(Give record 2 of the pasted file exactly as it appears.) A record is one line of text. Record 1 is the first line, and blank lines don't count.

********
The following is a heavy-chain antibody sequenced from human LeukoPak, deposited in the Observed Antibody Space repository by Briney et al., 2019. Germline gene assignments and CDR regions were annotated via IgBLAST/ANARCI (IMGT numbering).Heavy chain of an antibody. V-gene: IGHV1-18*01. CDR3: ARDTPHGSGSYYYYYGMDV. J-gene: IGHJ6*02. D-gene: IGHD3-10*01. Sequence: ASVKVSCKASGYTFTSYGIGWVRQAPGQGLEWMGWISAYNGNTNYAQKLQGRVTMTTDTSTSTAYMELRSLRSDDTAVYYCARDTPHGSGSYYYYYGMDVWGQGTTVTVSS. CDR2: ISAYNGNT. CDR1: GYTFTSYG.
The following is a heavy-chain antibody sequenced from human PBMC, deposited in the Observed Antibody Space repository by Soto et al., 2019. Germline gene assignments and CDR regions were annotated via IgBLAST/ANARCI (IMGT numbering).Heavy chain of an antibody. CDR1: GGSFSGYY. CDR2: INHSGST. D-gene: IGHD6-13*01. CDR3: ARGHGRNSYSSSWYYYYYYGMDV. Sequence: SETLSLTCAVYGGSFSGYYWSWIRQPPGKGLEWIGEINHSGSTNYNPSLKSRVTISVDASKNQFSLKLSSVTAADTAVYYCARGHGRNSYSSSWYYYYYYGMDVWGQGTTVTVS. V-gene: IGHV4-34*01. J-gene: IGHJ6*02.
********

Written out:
The following is a heavy-chain antibody sequenced from human PBMC, deposited in the Observed Antibody Space repository by Soto et al., 2019. Germline gene assignments and CDR regions were annotated via IgBLAST/ANARCI (IMGT numbering).Heavy chain of an antibody. CDR1: GGSFSGYY. CDR2: INHSGST. D-gene: IGHD6-13*01. CDR3: ARGHGRNSYSSSWYYYYYYGMDV. Sequence: SETLSLTCAVYGGSFSGYYWSWIRQPPGKGLEWIGEINHSGSTNYNPSLKSRVTISVDASKNQFSLKLSSVTAADTAVYYCARGHGRNSYSSSWYYYYYYGMDVWGQGTTVTVS. V-gene: IGHV4-34*01. J-gene: IGHJ6*02.